How to adjust in commercial real estate to higher rates

Not many real estate people sent holiday wishes to Board Chair Jerome Powell in 2022 as the Federal Reserve ratcheted rates higher at almost every meeting. But as Chrissie Hynde and The Pretenders sang in their 1979 hit, it is time for everyone in commercial real estate to “Stop Your Sobbing.” Now, as we jump into the unknown of 2023, it’s time to adjust to the new higher rate environment and carry on.

About the only groups in commercial real estate that weren’t crying as rates rose were banks and title companies. The banks, which have been sitting on zero rate deposits for many years, finally got to cash in on hefty profit margins in the last six months of 2022. As rates spiraled upward to over 6%, depositor returns remained near 0%, which created a windfall for banks that isn’t likely to continue in 2023.

Title companies, which for many years have relied on fees to survive, now also have the prospect of earning a respectable return on float. That’s the cash that sits in their bank accounts cost free for a short period of time. For the past 15 years, title companies were earning nothing on float; now they can earn greater than 2% in many cases.

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The rising rate environment for most in commercial real estate, however, was costly. The shock of rising rates ground transaction activity to a near standstill in the last quarter of the year, and tremendous uncertainty still hangs over the market. Many economists are indicating the risk of a recession is greater than a 50% probability in 2023. Recession or no recession, activity has slowed.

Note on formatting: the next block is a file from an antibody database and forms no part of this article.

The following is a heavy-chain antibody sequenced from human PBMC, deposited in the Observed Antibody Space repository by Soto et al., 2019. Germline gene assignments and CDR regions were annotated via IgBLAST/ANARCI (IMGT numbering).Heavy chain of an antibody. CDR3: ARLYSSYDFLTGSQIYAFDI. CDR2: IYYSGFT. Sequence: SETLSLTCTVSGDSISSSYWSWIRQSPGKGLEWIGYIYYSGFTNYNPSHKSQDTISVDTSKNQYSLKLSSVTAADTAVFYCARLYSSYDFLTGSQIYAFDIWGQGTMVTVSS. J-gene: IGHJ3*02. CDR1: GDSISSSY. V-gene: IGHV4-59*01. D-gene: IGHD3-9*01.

Various surveys of commercial real estate participants indicate that lenders and investors alike expect less transactional volume in 2023 than was booked in 2022, and in 2022, there was less investment volume than 2021. Commercial mortgage-backed securities originated in 2022 were down more than 33 % from 2021, and the expectations are even lower for 2023. Insurance company lenders are also expecting to put less money out in 2023.

For institutional investors, the so-called denominator effect is also likely to reduce the amount of new money that goes into real estate and other alternative investments. When allocating investment dollars, institutional investors look at their current portfolio and try to rebalance to maintain certain percentages in each category of investment. Because stock and bond portfolios suffered in 2022, the denominator, or overall investment dollars, is lower, and that means real estate is probably overweighted. So, to get portfolio allocations back in line, less money will flow into real estate in 2023.

The good news is, in the first few weeks of 2023, relative stability has returned to the market and rates are lower than they have been in three or four months. Commercial mortgage rates range from 5.25% to 5.75% for five- to 10-year loans on conservatively leveraged properties. Floating rate loans are priced higher because the benchmark Secured Overnight Financing Rate is .75% higher than the 10-year Treasury yield.

Here in Richmond, the biggest challenge is getting new projects financed. At current construction loan rates, it is still difficult to underwrite loan proceeds that exceed 60% to 65% loan-to-cost on development projects. The combination of less leverage, uncertain exit cap rates and inflated costs is putting many projects on temporary pause.

John B. Levy & Co. partner and investment banker Andrew Little can be reached at [email protected] jblevyco.com.